Accountants are experts who are constantly looked to for advice and are in high-demand. In today’s world, accounting has become more than just punching numbers. It is now a technologically driven field that requires very analytical and deadline-oriented thinking. If your student enjoys math and problem-solving, a career in accounting may be fulfilling for them. A career in accounting provides flexibility, a dependable career, and a wide variety of daily tasks. Accountants get to help individuals with their finances and ensure that businesses are able to operate smoothly. Since there are many different role types available for accountants, the Stride Career Prep program helps students narrow down their options. Whether being a financial analyst or audit associate piques your student’s interest, Stride Career Prep career readiness education will put them on a path for success.
Job Profile: Accountant
Working as an accountant is an integral part to the success of many major businesses. The work that accountants do matters. A lot. While most students who study accounting will work as a tax accountant at some point in their career, there are many opportunities for advancement. Whether it be moving up in their current firm or branching out to explore a related field, the future is bright for accountants. In 2018, an accountant’s median salary was $70,500, and the amount of jobs has an expected growth rate of 6 percent by 2028. In this role, accountants help businesses translate tax law, accurately fill out tax statements, and identify potential tax savings. They can also help prepare payments and solve tax issues that arise. Accountants will find themselves performing the following tasks on a daily basis:
- Examine financial statements to ensure accuracy and compliance with laws
- Compute taxes owed, prepare tax returns, and pay taxes properly and on time
- Inspect account books and accounting systems for efficiency and use of accepted accounting procedures
- Organize and maintain financial records
- Assess financial operations and make best-practices recommendations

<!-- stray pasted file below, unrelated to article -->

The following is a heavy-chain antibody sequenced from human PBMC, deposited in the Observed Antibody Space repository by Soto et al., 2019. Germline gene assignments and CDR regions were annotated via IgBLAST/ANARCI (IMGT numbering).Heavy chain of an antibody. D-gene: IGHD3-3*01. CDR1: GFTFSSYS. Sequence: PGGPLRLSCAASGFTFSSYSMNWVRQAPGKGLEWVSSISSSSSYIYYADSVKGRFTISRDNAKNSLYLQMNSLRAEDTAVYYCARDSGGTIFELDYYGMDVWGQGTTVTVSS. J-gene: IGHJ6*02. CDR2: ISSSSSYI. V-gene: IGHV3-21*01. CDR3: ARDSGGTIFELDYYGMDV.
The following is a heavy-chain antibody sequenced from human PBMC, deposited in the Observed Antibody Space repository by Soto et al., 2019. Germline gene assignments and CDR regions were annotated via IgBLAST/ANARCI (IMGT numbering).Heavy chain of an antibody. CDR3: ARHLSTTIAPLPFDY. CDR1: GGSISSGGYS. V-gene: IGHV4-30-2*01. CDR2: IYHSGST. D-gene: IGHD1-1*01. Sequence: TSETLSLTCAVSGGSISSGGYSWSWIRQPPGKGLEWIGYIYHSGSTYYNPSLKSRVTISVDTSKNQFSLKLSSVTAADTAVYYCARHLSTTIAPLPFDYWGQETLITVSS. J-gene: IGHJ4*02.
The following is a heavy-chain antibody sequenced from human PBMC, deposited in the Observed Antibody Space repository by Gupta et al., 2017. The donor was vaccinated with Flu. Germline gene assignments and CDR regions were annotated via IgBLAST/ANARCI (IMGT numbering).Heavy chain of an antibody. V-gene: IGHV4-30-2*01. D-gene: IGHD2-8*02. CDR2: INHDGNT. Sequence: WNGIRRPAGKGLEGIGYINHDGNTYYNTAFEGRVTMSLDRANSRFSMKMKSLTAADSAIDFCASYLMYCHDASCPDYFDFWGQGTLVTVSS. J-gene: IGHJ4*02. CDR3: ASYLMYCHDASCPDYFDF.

- Suggest ways to reduce costs, enhance revenues, and improve profits
Everything worthwhile takes time to achieve, and that is certainly true for future accountants. In order to be able to file a tax return, an accountant must be a Certified Public Accountant (CPA). To reach this certification, accountants must have completed a bachelor’s degree from an accredited business finance curriculum. Then, they must pass the Board of Accountancy Exam within their state of practice to achieve their CPA certification. Students who dream of working in a major accounting role may need to consider a long-term college plan to reach these goals. Although a bachelor’s degree is a requirement to become certified, internships and hands-on practice are valuable experiences for a student to have early on. A high school accounting program, like the Accounting pathway, can help provide students with this work experience and set them up for future success.
Certifications show employers that an employee has professional competence in accounting and ambition for success. However, very few states allow accountants to practice with public accounting experience in place of a degree. Some of these certifications include:
- The Institute of Management Accountants offers the Certified Management Accountant (CMA)
- The Institute of Internal Auditors (IIA) offers the Certified Internal Auditor (CIA)
- The Information Systems Audit and Control Association offers the Certified Information Systems Auditor (CISA) to candidates who pass an exam and have 5 years of experience auditing information systems
- For accountants with a CPA, the American Institute of Certified Public Accountants offers the option to receive any or all of the following--Accredited in Business Valuation (ABV), Certified Information Technology Professional (CITP), and Personal Financial Specialist (PFS)
Learning Accounting with Stride Career Prep